ECHR: Poisoning of Litvinenko points to Russia’s responsibility

The European Court of Human Rights has concluded that the case of the 2006 lethal poisoning of former Russian intelligence officer Alexander Litvinenko points to the blame of Russia, British public broadcaster BBC reports.
Alexander Litvinenko (1962-2006) was an officer of the Soviet Committee for State Security (KGB), the Russian Federal Security Service before speaking out against possible crimes of the Russian Federal Security Service and defecting to the United Kingdom. Being a British citizen, he died of polonium poisoning in 2006 in London.
A UK public inquiry found in 2016 that former KGB bodyguard Andrei Lugovoi and another Russian, Dmitry Kovtun deliberately poisoned Litvinenko by putting the radioactive substance into his drink. The inquiry alleged that the killing was «probably approved» by Russian President Vladimir Putin.
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Russia has consistently denied any involvement in his murder. Lugovoi and Kovtun have also denied having been involved in the killing.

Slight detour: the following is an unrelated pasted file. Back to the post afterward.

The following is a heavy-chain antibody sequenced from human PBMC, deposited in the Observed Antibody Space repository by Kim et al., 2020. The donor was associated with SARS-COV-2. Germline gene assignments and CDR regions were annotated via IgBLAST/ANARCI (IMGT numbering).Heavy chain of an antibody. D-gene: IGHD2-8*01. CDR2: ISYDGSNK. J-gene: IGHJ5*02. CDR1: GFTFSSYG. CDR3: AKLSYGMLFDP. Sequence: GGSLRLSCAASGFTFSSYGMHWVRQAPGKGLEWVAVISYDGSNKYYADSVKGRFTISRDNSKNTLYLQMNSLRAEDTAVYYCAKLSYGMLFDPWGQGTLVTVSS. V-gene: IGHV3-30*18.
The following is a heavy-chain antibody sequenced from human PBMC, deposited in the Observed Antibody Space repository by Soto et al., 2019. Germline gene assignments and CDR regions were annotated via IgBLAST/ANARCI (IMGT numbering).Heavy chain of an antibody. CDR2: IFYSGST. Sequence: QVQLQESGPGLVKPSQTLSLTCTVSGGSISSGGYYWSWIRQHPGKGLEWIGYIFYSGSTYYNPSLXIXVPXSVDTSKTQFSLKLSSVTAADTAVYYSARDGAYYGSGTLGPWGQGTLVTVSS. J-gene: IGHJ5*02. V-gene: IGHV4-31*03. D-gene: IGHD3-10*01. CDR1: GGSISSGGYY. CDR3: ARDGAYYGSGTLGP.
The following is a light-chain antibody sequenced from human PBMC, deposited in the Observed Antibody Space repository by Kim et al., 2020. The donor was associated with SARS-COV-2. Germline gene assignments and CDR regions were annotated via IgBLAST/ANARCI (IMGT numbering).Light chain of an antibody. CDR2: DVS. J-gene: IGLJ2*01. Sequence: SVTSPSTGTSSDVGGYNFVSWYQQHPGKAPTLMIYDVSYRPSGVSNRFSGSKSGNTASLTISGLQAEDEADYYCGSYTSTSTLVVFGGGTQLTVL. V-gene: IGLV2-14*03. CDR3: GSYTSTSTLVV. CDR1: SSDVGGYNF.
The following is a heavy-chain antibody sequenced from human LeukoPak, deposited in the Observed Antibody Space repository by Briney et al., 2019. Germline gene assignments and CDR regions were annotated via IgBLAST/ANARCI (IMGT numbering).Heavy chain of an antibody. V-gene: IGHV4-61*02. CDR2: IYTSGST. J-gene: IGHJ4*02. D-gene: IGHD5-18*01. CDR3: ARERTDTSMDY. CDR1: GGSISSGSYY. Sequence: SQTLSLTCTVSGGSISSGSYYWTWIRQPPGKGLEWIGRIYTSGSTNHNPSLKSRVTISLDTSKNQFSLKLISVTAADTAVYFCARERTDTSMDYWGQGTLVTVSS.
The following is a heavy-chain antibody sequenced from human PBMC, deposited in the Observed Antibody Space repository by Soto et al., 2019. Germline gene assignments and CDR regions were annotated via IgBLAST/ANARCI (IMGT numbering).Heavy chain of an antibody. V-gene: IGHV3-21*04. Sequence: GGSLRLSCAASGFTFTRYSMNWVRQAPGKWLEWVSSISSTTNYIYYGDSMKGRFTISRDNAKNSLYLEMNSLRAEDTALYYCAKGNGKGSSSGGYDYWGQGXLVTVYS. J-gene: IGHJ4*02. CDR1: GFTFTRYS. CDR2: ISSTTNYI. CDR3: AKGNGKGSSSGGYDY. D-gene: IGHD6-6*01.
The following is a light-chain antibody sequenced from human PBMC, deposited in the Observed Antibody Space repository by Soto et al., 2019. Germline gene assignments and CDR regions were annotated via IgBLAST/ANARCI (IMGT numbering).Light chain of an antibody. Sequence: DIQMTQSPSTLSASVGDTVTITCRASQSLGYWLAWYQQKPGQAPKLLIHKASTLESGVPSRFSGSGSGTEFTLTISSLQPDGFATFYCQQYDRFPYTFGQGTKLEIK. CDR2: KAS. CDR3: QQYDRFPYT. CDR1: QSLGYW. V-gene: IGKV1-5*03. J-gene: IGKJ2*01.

Litvinenko’s widow, Marina, took the case against Russia to the Strasbourg-based European Court of Human Rights, which has now agreed with the UK inquiry’s conclusion. «The Court found in particular that there was a strong prima facie case that, in poisoning Mr Litvinenko, Mr Lugovoi and Mr Kovtun had been acting as agents of the Russian state,» the ECHR ruled. The court also noted that Russia’s failure to refute claims that it organised the hit further pointed towards the state’s responsibility, BBC reports.